During yesterday’s gala the Economic Forum awards were handed out once again.
One of the most important successes this year was the election of Jerzy Buzek to the position of President of the European Parliament. Special awards were received by
Leszek Balcerowicz, the former head of the National Bank of Poland, and Günter Verheugen, the Vice President of the E C. The Maspex Wadowice Group was awarded for regional expansion and the Education for Democracy Foundation was appointed the institution contributing significantly to the improvement of living conditions in the region.
[srodtytul]Jerzy Buzek, President of the European Parliament [/srodtytul]
Jerzy Buzek is a doctor of chemical engineering and today the chairman of the European Parliament. Previously Prime Minister, he was the only one after 1989 to head a government for a whole term. He was born in Śmiłowice in 1949. When he became Prime Minister of the AWS government he was as accused of being steered from the back seat. However, he managed to implement some reforms but at the end of his term in office he was not very popular. Yet today, when he was mentioned as one of the candidates for President of the European Parliament, he was cheered on by both the coalition and the opposition.
Since 1989 he has belonged to Solidarity. In 1997 he became a Prime Minister. After the lost election in 2001 he took a break from political life until 2004 when he became a Euro deputy from the list of the Civic Platform. He got the best result in the country by winning over 173,000 votes. This year 393,000 Poles voted for him. In the European Parliament 555 Euro deputies voted for him. He is married to professor Ludygarda Buzek and he has a daughter - the actress Agata Buzek.
In his free time, he goes kayaking or sailing to Mazuria. He also rides horses and skies.
[srodtytul]Krzysztof Pawiński, CEO of the Maspex Group[/srodtytul]
A local leader, Krzysztof Pawliński is one of the fathers of the great success of the Maspex Group which is now the largest manufacturer of fruit juice in Eeast and Central Europe. He always emphasises that the friends he started the business with in 1990 also contributed to this success. They started by importing coffee and cocoa whiteners and, after a few years, Maspex opened its first facility in Wadowice. It manufactured soluble tea under the Ekoland brand, cappuccino and La Festa chocolate. In the coming years he bought other companies, opened more facilities and started taking over companies abroad such as Walmark, the Czech and Slovak leader in the beverage industry.
Last year the group’s revenues amounted to 2.51 billion zloties and President Pawliński hopes that the result will increase by at least 5%. Apart from its strong position in the juice market, Maspex is also the leader in the Polish noodle market with its Lubella brand. Exports already amount to 36% of the group's turnover. Outside our region, it also sells its products in the rest of Europe, the USA, Canada and Arab countries.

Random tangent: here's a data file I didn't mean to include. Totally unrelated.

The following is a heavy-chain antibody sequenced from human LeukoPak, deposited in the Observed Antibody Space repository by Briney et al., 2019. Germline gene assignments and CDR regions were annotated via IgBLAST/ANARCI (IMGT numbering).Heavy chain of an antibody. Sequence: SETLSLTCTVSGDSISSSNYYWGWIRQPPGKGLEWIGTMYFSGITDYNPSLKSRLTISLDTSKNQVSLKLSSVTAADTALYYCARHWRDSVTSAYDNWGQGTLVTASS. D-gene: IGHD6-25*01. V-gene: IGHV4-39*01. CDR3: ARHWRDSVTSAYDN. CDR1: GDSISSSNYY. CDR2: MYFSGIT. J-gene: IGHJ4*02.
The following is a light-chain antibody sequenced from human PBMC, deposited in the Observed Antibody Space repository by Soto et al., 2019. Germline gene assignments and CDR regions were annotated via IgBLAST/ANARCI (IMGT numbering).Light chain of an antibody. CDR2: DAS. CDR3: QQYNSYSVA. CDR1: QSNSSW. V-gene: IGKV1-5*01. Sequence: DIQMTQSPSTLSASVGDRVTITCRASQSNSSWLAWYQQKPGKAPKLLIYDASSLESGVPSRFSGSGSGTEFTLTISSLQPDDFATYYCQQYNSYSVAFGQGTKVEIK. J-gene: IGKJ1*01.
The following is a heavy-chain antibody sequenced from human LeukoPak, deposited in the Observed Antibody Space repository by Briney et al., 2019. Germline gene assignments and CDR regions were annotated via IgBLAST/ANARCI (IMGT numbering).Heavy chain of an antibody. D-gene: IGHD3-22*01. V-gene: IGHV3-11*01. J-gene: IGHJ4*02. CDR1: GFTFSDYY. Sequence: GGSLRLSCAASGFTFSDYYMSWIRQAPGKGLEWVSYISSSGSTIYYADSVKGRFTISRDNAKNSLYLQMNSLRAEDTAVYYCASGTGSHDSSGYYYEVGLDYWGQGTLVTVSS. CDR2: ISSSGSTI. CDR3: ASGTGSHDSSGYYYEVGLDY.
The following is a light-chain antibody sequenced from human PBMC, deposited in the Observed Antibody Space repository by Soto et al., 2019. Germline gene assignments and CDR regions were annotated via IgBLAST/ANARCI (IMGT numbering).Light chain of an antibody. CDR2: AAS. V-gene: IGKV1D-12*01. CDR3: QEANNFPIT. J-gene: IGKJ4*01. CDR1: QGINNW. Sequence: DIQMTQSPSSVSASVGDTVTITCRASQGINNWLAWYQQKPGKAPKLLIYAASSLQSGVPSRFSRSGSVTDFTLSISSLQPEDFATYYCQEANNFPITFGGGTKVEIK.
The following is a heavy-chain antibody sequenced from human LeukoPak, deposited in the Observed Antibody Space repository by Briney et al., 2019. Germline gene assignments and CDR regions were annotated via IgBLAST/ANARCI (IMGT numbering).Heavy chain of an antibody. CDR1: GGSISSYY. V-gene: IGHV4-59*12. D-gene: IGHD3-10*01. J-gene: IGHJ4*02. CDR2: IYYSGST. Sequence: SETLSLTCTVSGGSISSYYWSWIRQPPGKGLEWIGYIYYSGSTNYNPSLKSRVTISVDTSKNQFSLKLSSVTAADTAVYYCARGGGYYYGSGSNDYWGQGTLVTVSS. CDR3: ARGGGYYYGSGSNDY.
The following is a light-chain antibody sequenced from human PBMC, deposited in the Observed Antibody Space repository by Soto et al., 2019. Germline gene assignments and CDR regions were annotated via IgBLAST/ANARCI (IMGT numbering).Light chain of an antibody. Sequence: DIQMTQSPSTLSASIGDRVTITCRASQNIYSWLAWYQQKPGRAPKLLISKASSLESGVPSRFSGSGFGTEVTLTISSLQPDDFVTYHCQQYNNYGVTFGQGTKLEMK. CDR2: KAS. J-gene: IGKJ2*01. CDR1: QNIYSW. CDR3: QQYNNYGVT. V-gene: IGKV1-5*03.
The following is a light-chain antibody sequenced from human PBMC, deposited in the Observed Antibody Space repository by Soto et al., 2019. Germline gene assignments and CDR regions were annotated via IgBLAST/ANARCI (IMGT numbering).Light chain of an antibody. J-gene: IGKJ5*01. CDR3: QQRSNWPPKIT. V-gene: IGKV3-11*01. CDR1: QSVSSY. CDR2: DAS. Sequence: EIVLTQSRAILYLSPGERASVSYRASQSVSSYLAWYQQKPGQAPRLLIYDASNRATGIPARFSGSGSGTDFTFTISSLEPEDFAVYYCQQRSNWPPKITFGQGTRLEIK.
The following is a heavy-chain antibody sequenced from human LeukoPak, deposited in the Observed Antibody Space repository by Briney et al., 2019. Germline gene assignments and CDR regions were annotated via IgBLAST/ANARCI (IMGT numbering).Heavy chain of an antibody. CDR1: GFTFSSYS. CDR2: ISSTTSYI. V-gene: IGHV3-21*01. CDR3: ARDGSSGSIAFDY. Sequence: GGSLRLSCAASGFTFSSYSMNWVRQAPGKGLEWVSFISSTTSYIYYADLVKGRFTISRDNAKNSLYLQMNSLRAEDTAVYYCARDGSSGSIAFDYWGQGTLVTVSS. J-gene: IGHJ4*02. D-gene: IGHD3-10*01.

[srodtytul]Jacek Podolski, president of the Education for Democracy Foundation [/srodtytul]
Mr Podolski is responsible for spreading knowledge of democracy, free market economy and civic activities in a democratic country. The foundation was set up at the end of the '80s thanks to cooperation between Polish and American educators. Its first task is to provide support for teachers, educators, NGOs and activists from trade unions, youth and local authorities organisations in Poland and other Central European countries. However, foundation activists also want to support local communities in Poland and outside its borders to build a civic society. One of the goals included in the foundation’s articles of association includes initiating, supporting and conducting educational activities aimed at promoting the idea of democracy and preparing for work for the sake of democracy.
The foundation has also realised its programmes in Poland and Lithuania (since 1993), Latvia (since 1994), Belorus, Ukraine and Central Asia (since 1995), and in Mongolia, South Caucasus and Russia (since 1999).
[srodtytul]Leszek Balcerowicz, former Minister of Finance and President of the National Bank of Poland [/srodtytul]
A doctor of economic sciences and a politician, he was awarded the Order of the White Eagle and is a representative of the Monetarist economic school. Appreciated and hated for having enough courage to have conducted radical reforms, he led the economic transformation in Poland changing it from a country with a socialist planned economy to a country with a market economy. Within a year and a half he managed to combat hyperinflation, which he brought down from 685.8% in 1990 to 60%. He introduced a more realistic exchange rate for the zloty, made it exchangeable, introduced banking reform, balanced the national retail market and started fiscal and insurance reforms. He is now sixty years old. He was the first Prime Minister and Minister of Finance in the first non-communist government. He became Minister of Finance once again in 1997 and he held that post until 2000. In the years 2001 and 2006 he was the president of the National Bank of Poland. At present he is a lecturer at the Warsaw School of Economics and also lectures at universities all around the world.
Günter Verheugen, EU Commissioner for Enterprise and Industry